Wednesday, January 09, 2008

HENRI POINCARE : Mathematics and Science-Last Essays

Jules Henri Poincare (1854-1912)

The scientist does not study nature because it is useful. He studies it because he delights in it, and he delights in it because it is beautiful.

HENRI POINCARE Mathematics and Science:Last Essays

Since we are assuming at this juncture the point of view of the mathematician, we must give to this concept all the precision that it requires, even if it becomes necessary to use mathematical language. We should then say that the body of laws is equivalent to a system of differential equations which link the speed of variations of the different elements of the universe to the present values of these elements.

Such a system involves, as we know, an infinite number of solutions, But if we take the initial values of all the elements, that is,their values at the instant t =(which would correspond in ordinary language to the "present"), the solution is completely determined, so that we can calculate the values of all the elements at any period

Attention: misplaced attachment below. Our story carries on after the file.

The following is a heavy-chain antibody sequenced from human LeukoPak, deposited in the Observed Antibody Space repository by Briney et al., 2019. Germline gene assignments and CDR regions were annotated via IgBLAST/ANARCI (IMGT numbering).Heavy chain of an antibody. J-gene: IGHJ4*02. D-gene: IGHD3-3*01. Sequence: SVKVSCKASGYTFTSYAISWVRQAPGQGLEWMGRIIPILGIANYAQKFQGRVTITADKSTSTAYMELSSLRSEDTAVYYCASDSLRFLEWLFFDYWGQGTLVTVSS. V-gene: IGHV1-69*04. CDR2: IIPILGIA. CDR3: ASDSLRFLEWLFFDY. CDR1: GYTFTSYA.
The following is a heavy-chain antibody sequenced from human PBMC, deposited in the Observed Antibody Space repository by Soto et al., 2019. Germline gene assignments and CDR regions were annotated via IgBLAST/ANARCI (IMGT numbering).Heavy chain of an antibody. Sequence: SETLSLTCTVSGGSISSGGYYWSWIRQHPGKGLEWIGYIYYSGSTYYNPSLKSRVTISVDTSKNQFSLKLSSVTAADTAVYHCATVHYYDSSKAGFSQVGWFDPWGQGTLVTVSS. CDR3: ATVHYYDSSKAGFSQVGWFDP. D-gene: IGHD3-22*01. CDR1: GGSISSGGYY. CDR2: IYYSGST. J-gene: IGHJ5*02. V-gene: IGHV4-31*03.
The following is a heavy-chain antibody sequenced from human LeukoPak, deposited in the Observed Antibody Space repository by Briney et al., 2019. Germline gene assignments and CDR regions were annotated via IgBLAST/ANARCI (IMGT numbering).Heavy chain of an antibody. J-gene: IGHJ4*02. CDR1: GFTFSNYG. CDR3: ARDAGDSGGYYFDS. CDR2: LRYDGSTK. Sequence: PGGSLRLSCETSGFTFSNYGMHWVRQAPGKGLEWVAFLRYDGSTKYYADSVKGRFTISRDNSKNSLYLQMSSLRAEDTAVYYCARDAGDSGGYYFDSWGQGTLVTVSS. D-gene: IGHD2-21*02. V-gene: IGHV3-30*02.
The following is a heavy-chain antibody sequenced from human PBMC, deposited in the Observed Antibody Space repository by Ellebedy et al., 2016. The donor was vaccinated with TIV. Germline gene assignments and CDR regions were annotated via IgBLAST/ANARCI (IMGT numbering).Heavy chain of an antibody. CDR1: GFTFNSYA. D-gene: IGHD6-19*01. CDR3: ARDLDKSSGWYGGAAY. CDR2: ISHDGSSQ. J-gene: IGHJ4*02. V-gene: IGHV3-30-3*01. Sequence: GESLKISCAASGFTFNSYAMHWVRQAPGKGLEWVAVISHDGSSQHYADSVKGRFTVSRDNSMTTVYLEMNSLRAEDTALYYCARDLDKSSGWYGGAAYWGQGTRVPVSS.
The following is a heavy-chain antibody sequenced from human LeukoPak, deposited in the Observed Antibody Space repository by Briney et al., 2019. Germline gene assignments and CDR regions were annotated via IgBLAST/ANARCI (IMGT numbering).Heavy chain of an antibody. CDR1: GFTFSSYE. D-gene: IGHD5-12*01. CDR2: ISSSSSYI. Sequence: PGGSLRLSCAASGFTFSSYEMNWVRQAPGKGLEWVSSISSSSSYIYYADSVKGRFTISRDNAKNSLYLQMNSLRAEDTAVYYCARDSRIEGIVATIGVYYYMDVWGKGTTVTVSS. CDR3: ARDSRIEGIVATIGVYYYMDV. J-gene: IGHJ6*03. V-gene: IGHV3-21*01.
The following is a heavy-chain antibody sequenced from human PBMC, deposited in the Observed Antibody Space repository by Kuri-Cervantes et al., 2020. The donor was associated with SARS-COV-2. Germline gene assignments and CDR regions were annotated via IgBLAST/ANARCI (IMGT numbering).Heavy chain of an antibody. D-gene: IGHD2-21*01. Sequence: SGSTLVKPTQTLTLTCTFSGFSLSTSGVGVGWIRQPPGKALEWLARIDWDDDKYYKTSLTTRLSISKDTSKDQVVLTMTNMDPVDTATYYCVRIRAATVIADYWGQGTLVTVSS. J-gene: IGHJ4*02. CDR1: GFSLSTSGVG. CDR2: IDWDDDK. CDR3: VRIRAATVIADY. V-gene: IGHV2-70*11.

whatever, whether we suppose />0, which corresponds to the "future," or whether we suppose t<0, which corresponds to the "past." What is important to remember is that the manner of inferring the past from the present does not differ from that of inferring the future from the present.

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